Godfrey has towering ambitions for Croydon Water Tower

A senior Croydon councillor has undertaken to ensure that the 150-year-old Water Tower will be maintained and says that the council is working “to secure the long-term future” of the Grade II-listed building.

The Croydon Water Tower: in the council's hands

The Croydon Water Tower: in the council’s hands

A local parks group last week reported that a recent engineers’ visit to the Water Tower, which stands alongside Park Hill recreation ground, had found cracks and evidence of dereliction in the 100-foot-high building, which has been unused for the borough’s water supply for 70 years.

The history of the Croydon Water Tower and the town’s water supply is summarised here.

Thames Water and Croydon Council have both confirmed that the building, built in 1867, is owned and maintained by the local authority.

Timothy Godfrey, the council cabinet member for arts, sport and culture, reassured that there is no immediate threat to the building’s structural integrity.

In the past, the building has had a public viewing deck, offering spectacular views across south London and the Surrey Hills.

Godfrey told Inside Croydon, “I can confirm that the building is regularly checked by the council and the tower remains safe and sound.

“We remain keen to secure the building’s long-term future and maintenance, and we are in early talks with organisations who could potentially make use of it.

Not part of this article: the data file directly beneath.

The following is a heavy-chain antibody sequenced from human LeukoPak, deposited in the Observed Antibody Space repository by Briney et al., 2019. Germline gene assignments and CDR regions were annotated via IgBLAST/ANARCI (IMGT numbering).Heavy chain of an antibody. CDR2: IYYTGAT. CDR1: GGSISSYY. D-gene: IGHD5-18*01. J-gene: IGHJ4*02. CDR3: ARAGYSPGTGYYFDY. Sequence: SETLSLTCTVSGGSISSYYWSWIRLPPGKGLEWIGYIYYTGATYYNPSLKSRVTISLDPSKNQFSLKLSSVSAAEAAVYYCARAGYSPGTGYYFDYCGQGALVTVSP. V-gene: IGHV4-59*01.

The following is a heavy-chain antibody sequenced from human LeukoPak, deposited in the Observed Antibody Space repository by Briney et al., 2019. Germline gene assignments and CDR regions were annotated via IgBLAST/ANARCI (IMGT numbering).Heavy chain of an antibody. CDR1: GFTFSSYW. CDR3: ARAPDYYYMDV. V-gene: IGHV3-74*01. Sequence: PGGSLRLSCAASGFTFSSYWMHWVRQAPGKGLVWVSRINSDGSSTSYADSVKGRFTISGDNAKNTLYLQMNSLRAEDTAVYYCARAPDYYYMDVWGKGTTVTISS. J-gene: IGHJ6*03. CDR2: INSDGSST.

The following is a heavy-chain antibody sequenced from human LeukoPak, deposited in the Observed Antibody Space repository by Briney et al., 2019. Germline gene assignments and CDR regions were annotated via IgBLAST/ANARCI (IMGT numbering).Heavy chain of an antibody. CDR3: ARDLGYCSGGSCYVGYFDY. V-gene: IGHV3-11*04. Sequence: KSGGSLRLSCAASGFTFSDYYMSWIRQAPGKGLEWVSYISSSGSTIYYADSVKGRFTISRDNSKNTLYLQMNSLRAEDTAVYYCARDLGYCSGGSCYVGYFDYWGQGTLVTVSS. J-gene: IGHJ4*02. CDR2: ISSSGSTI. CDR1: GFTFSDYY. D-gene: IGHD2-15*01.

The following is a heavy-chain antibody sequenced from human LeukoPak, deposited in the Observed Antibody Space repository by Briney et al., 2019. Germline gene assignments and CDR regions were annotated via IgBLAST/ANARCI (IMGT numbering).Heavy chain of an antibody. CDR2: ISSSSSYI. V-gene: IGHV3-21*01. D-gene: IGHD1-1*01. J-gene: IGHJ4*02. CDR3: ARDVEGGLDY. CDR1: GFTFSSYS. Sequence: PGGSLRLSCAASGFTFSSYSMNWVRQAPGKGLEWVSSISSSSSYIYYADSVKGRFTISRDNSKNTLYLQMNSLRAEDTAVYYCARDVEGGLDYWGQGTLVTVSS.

“Anyone who has a positive proposal for the tower should get in touch with the council.”

About insidecroydon

News, views and analysis about the people of Croydon, their lives and political times in the diverse and most-populated borough in London. Based in Croydon and edited by Steven Downes. To contact us, please email inside.croydon@btinternet.com
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3 Responses to Godfrey has towering ambitions for Croydon Water Tower

  1. farmersboy says:

    Turn it into a library, can’t think how else we could fund a library.
    My advice, as always, is completely free

  2. Vic Seddon says:

    I don’t understand this urge to maintain old, disused and decrepit buildings. They’ve outlived their usefulness and often appear just as a eyesore. This old water tower is at least an attractive building, unlike the revolting 1930s Battersea power station. But more than that, I object to its being maintained and restored at public expense; that means my taxes and reductions in the public services that I’ve paid for. Sell it by all means and let it pay for itself.

    • That is a bit of a price-of-everything-value-of-nothing argument.

      Most heritage property in this country has been preserved and is maintained for generations to come through a version of quasi-public ownership, through the National Trust. English Heritage, too, has played a role.

      Left to private and commercial interests, the bottom line is too often the only consideration.

      As the Shirley Windmill, with a dedicated band of volunteer enthusiasts, has shown, it is entirely possible for the local authority to take on the ownership of a historic building, maintain it and operate it for the benefit of residents and visitors to Croydon.

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